Long established as the preeminent source in its field, the eagerly anticipated fifth edition of Dr Stahl's essential textbook of psychopharmacology is here! With its use of icons and figures that form Dr Stahl's unique 'visual language', the book is the single most readable source of information on disease and drug mechanisms for all students and mental health professionals seeking to understand and utilize current therapeutics, and to anticipate the future for novel medications. Every aspect of the book has been updated, with the clarity of explanation that only Dr Stahl can bring.
Modern psychopharmacology is largely the story of chemical neurotransmission. To understand the actions of drugs on the brain, to grasp the impact of diseases upon the central nervous system, and to interpret the behavioral consequences of psychiatric medicines, one must be fluent in the language and principles of chemical neurotransmission. The importance of this fact cannot be overstated for the student of psychopharmacology. This chapter forms the foundation for the entire book, and the roadmap for one’s journey through one of the most exciting topics in science today, namely the neuroscience of how disorders and drugs act upon the central nervous system.
What is neurotransmission? Neurotransmission can be described in many ways: anatomically, chemically, electrically. The anatomical basis of neurotransmission is neurons (Figures 1-1 to 1-3) and the connections between them, called synapses (Figure 1-4), sometimes also called the anatomically addressed nervous system, a complex of “hard-wired” synaptic connections between neurons, not unlike millions of telephone wires within thousands upon thousands of cables. The anatomically addressed brain is thus a complex wiring diagram, ferrying electrical impulses to wherever the “wire” is plugged in (i.e., at a synapse). Synapses can form on many parts of a neuron, not just from the axon of one neuron to the dendrite of another neuron as axodendritic synapses, but also from the axon of one neuron to the soma of another neuron as axosomatic synapses, and even from one neuron’s axon to another neuron’s axon, especially at the beginning and at the end of the receiving neuron’s axons (axoaxonic synapses) (Figure 1-2). Such synapses are said to be “asymmetric” since communication is structurally designed to be in one direction, i.e., anterograde from the axon of the first neuron to the dendrite, soma, or axon of the second neuron (Figures 1-2 and 1-3). This means that there are presynaptic elements that differ from postsynaptic elements (Figure 1-4). Specifically, a neurotransmitter is packaged in the presynaptic nerve terminal like ammunition in a loaded gun, and then fired at the postsynaptic neuron to target its receptors.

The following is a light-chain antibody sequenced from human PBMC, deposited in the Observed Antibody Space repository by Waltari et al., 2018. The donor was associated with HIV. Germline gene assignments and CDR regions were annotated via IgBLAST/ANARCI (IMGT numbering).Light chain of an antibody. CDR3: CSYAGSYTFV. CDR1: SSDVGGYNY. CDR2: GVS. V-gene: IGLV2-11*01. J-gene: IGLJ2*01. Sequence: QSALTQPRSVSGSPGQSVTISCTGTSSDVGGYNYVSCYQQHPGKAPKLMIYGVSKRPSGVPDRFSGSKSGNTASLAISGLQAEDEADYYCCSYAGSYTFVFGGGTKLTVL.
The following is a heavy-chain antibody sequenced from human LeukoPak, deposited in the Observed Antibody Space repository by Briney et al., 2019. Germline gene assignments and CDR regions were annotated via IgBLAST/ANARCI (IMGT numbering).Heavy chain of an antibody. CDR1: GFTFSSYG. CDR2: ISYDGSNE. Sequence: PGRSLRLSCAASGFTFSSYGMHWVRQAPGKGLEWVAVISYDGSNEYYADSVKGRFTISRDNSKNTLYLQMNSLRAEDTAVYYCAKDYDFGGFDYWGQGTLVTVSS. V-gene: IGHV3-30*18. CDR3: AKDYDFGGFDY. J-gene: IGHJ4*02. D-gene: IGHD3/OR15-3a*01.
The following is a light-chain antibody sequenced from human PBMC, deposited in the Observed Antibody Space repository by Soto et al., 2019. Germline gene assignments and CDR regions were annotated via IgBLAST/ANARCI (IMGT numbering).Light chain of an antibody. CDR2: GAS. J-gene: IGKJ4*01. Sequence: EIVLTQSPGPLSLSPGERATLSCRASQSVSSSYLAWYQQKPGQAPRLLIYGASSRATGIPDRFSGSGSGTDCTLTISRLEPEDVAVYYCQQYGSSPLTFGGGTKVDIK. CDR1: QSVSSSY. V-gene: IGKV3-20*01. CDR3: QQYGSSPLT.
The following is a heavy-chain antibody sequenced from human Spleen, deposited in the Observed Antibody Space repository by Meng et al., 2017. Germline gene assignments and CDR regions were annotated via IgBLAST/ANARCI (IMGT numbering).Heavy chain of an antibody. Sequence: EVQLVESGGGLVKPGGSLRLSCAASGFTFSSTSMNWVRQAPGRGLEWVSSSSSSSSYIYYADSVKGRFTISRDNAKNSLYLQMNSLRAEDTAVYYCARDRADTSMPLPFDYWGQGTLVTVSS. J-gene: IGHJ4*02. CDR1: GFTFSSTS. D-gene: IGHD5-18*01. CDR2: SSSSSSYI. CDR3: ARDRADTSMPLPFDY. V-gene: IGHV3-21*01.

Neurons are the cells of chemical communication in the brain. Human brains are comprised of tens of billions of neurons, and each is linked to thousands of other neurons. Thus, the brain has trillions of specialized connections known as synapses. Neurons have many sizes, lengths, and shapes that determine their functions. Localization within the brain also determines function. When neurons malfunction, behavioral symptoms may occur. When drugs alter neuronal function, behavioral symptoms may be relieved, worsened, or produced.
Although this textbook will often portray neurons with a generic structure (such as that shown in Figures 1-1 to 1-3), the truth is that many neurons have unique structures depending upon where in the brain they are located and what their function is. On the one hand, all neurons have a cell body known as the soma, and are set up structurally to receive information from other neurons through dendrites, sometimes via spines on the dendrites and often through an elaborately branching “tree” of dendrites (Figure 1-2). Neurons are also set up structurally to send information to other neurons via an axon that forms presynaptic terminals as the axon passes by (en passant, Figure 1-1) or as the axon ends (presynaptic axon terminals, Figures 1-1 through 1-4).
Neurotransmission has an anatomical infrastructure, but it is fundamentally a very elegant chemical operation. Complementary to the anatomically addressed nervous system is thus the chemically addressed nervous system, which forms the chemical basis of neurotransmission: namely, how chemical signals are coded, decoded, transduced, and sent along the way. Understanding the principles of chemical neurotransmission is a fundamental requirement for grasping how psychopharmacological agents work, because these agents target key molecules involved in neurotransmission. Drug targeting of specific chemical sites that influence neurotransmission is discussed in Chapters 2 and 3.
Understanding the chemically addressed nervous system is also a prerequisite for becoming a “neurobiologically informed” clinician: that is, being able to translate exciting new findings on brain circuitry, functional neuroimaging, and genetics into clinical practice, and potentially improving the manner in which psychiatric disorders and their symptoms are diagnosed and treated. The chemistry of neurotransmission in specific brain regions and how these principles are applied to various specific psychiatric disorders, treated with various specific psychotropic drugs, are discussed throughout the rest of the book.